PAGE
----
Monday, 20 March 2017

When Daffodils Begin to Peer

When daffodils begin to peer, 
With heigh! the doxy, over the dale,
Why, then comes in the sweet o’ the year;
For the red blood reigns in the winter’s pale. 
The white sheet bleaching on the hedge,
With heigh! the sweet birds, O, how they sing! 
Doth set my pugging tooth on edge; 
For a quart of ale is a dish for a king.
(Shakespeare: The Winter's Tale, 4.2.1-8) 

Spring is finally with us. It is probably my favourite season of the year. A season full of hope and potential. At last the days are getting longer. When I wave the kids off to school it is no longer dark. Having hunkered down all winter in their small apartments, the first milder days of the year see the café terraces over flowing with Parisians, desperate for a vitamin D fix and some light hearted socialising. A break from the daily grind of waking in the dark, catching an overcrowded metro, work, overcrowded metro, dark, home. 

 I love the unfurling of the first fresh green leaves. 

Spring lace.

The first flowers emerge from their buds. 

The first petals fall.

And for hay fever sufferers out there, here is something for you!

Saturday, 4 February 2017

Warm Winter Colours

At the moment my Instagram feed looks mostly monochrome with pale greys and off-whites if I've taken the photos during the day, or rich reds, yellows and oranges if I've taken the photos at sunrise or sunset. I thought I'd gather together the warm brightly coloured photos I've taken recently to help us through these bleak winter days.

Here we have Paris and the Eiffel Tower, viewed from the road in front of the Sacré-Coeur. What I like most in this photo is the way the lamppost glows despite not being lit up yet.

The Eiffel Tower looks so good at sunset.

And with some winter lace thrown in for good measure it looks even better.

A flock of chimneys.

A lamppost shadow is cast in the low evening sun.

No sun involved here, sometimes you just have to make your own. Tulips and a red wall. 

This glazed facade of an office building in the 15th arrondissement caught my eye. I would be interested to see what it's like being inside this building. 

The grey concrete ceiling in one of UNESCO's main auditoriums was glowing yellow in the artificial light.

And then of course there's always blue-o-clock once the sun has gone down.

I post photographs daily to my Instagram feed here if you're interested in seeing more photos of Paris.

Thursday, 1 December 2016

An Artful Washing Line

I came across the work of artists Levalet and Philippe Hérard on Rue Veron in the 18th arrondissement of Paris completely by chance. I had decided to get out at Pigalle Metro station, one stop before my usual stop, Abbesses. The walk home is a little further, but it avoids being squashed up with a gazillion other commuters in a giant Metro lift. I wasn't in the mood for that.

I walked towards home along Rue Veron. The first piece of artwork I noticed was this one.

Then this one ...

I then started to look further and realised that there was a washing line of sorts along the whole length of the street, on both sides.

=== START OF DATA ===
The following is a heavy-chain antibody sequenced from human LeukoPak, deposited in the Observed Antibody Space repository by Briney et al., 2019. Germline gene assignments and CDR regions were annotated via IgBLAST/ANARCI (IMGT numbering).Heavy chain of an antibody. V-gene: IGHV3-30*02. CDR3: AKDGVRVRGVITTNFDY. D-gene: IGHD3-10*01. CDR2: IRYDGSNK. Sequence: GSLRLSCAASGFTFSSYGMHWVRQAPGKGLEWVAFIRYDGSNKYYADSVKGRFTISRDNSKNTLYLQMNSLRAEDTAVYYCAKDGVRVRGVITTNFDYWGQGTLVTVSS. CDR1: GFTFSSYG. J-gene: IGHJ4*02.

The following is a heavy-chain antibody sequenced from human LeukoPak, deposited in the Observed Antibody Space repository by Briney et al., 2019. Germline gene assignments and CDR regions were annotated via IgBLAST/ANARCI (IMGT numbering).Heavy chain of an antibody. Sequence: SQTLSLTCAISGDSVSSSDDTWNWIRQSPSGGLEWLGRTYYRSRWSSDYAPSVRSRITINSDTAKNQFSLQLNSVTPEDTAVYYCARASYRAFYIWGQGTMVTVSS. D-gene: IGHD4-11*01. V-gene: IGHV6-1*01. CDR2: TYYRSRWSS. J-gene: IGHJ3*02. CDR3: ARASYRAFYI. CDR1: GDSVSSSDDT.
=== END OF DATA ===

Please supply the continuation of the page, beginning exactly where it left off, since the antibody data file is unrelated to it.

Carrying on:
It was getting dark so I wasn't able to take such good photos, so I went back a few days later on a sunny day and took some more. I love the work of these artists. I love the gentle humour, and poetic nostalgia. I love the attention to detail, the artists have even painted shadows on the wall beneath the images which have been stuck on the walls..

Some saucisson sec anybody?

I think a witch may live at No. 26.

Maybe a ghost lives here, only the shadows can be seen.

An elephant.

A flipper. Why not?

A skate board and a brassiere at No. 23.

False teeth (!!!) and some bloomers.

And a bat, of course.

There was an exhibition of Levalet and Hérard's work at the Joël Knafo Art gallery at 21 Rue Veron. I missed the exhibition which is now finished, but I think the washing line will be around for a while.


Saturday, 6 August 2016

Piazza San Marco Early in the Morning

In going to Venice in July we knew we wouldn't be alone, and 'no' it would be fair to say we weren't. Having said that, as long as we weren't within 5 minutes walk from Piazza San Marco or the Rialto bridge, we could meander along the narrow alley ways in comparative peace. We live in Montmartre in Paris so we're accustomed to crowds of tourists in our neighbourhood during the summer. Venice didn't feel much worse. The apartment we had rented was in a totally secluded spot where we only ever met one or two people during the whole week we were there. 

One morning during our stay I woke up very early and decided to seize the day and head towards Piazza San Marco to avoid the crowds. It was about 7h30 am. I wasn't the first there by any means, but it was definitely very quiet.

The cafes were certainly empty.

As were the arcades running alongside the Piazza. The previous day when we had been in the same place I hadn't realised what beautiful paving lined the arcades.

People were setting up their stalls for the day.

I was alone when I took this photo of the Bridge of Sighs.

Here are some gondole before the customers arrive.

The following day we went up the bell tower of San Giorgio Maggiore on the island opposite San Marco and got a fantastic view of the Basilica across the Grand Canal. The many tiny coloured dots you can see in this photo show that it was not taken at 7h30!